Saturday, April 30, 2011

Half Baked

My husband doesn’t like it when I sell things on the street. Now I have my daughters doing it, too. Today it’s cookies, last time it was cupcakes and brownies. It’s always for a good cause – political campaign, puppy rescues, or like today’s sale, it’s to raise money for a camp for kids with sickle cell disease.

There is something about a bake sale that is in some ways far more effect in getting people out to support a cause. Unlike a dinner dance, pancake breakfast or wine tasting – all of which I have been involved in organizing – there is something so simple about a bake sale. It is a low cost, easy way to contribute. It doesn’t require any long term commitment on the part of the person making the donation. And besides, who can resist a cookie?

A friend of mine who donated twenty but declined to take the twenty cookies because she said she didn’t need an excuse to eat a plate on her own, told me she liked that my girls and I did cooking fundraisers together. I confessed to the reason behind it – I love to bake. Second only to writing, it is my favorite thing to do. If someone would actually pay me for my baked goods in the retail world, I would jump at the chance to make it a second act profession some day. I also want my girls to know what it feels like to help others, to raise money and turn it over to a charity, to recognize that no matter what we might be going through ourselves, that there is always someone else worse off and in need of our efforts. My mother used to always say to me, “Whenever you’re feeling bad, find someone who’s feeling worse and do something for them. You’ll find that it’s the best way to make yourself feel better.” Lastly, it is an easy ask of friends, neighbors and family – come by, eat a cookie, help someone.

We did a benefit bake a few years ago where the girls raised over $300 in less than two hours. Thanks to the beauty of email and forwarding, people we didn’t know, who were friends of friends, showed up to participate. David refused to be involved, citing his objection to my selling things on the street habit. At one point, we had about twenty or more people milling in front of the house eating baked goods and contributing for the cause. David was finally forced to come out of the house where he’d been hiding for the duration of the sale, hoping that the neighbors didn’t call to complain. Thing was, most of the neighbors were now out in front. When he finally came out, I overheard him chatting with a neighbor, who assumed he’d been part of the fundraising effort. When he didn’t deny it, I had him, and he was forced to help with clean up.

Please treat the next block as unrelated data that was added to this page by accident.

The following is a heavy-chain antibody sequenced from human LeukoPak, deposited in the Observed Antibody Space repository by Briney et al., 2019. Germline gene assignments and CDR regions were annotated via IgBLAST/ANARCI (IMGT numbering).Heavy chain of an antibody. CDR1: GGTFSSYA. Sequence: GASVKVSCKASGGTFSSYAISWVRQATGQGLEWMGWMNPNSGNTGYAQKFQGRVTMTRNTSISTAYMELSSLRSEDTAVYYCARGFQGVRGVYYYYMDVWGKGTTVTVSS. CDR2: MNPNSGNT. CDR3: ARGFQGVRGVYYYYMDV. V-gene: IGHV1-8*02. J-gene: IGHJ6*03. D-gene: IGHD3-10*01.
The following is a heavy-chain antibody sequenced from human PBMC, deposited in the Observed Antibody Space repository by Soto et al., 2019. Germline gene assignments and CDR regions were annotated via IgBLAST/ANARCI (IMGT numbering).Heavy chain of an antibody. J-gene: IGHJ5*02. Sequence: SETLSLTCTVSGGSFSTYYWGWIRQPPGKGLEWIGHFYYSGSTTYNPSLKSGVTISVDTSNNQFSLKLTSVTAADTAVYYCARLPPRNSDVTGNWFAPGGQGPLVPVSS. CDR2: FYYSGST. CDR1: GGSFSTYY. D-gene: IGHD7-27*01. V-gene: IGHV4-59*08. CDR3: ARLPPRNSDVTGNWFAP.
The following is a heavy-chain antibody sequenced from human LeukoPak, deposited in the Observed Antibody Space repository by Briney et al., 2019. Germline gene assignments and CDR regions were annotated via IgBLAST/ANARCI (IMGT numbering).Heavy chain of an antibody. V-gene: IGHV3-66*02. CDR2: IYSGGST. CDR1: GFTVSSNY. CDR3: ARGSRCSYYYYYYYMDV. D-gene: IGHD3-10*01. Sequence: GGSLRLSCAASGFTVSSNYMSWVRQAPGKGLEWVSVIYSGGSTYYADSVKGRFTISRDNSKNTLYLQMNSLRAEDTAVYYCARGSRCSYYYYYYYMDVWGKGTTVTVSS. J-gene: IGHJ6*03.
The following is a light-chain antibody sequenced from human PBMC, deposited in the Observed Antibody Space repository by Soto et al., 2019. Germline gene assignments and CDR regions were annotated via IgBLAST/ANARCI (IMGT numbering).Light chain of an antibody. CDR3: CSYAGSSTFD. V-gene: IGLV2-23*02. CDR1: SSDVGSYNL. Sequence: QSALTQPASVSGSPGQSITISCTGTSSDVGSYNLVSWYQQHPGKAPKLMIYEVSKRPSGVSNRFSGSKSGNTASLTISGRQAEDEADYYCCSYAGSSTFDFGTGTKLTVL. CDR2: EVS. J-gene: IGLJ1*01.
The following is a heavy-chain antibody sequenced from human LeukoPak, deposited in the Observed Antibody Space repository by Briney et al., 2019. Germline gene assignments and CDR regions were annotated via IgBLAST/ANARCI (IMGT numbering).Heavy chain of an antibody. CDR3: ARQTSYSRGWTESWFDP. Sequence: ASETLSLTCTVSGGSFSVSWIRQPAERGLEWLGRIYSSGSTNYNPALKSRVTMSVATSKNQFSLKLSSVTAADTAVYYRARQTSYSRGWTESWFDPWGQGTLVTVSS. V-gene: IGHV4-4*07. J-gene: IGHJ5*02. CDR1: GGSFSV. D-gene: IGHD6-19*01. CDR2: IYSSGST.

Today we’re adding milk to the occasion. And at $1 a cup, that’s extra money for the camp. Besides, what goes better with cookies than milk?

Friday, April 15, 2011

Missing Part 2

My daughter Nicole came back from her Washington D.C. trip a changed person. The person who came back is much more mature, confident and independent. It’s a little frightening and as much as I marvel at the change, I miss the little girl she was before she went on the trip.

When we went to pick Nicole up at the airport, there were fifty or more other parents waiting for the plane to land. Natalie, Nicole’s younger sister, made a beautiful welcome back sign which read, “Welcome home Nicole! We love you! Don’t Ever Go Away Again!” I felt the same way. I would never say, but part of me yearned to yell at her, don’t ever go away again! I missed her, badly. But Natalie then decided, as eight year olds will do, that she was too embarrassed to hold it up because she had drawn a bunny on it and she didn’t want the fifth graders to think she was babyish.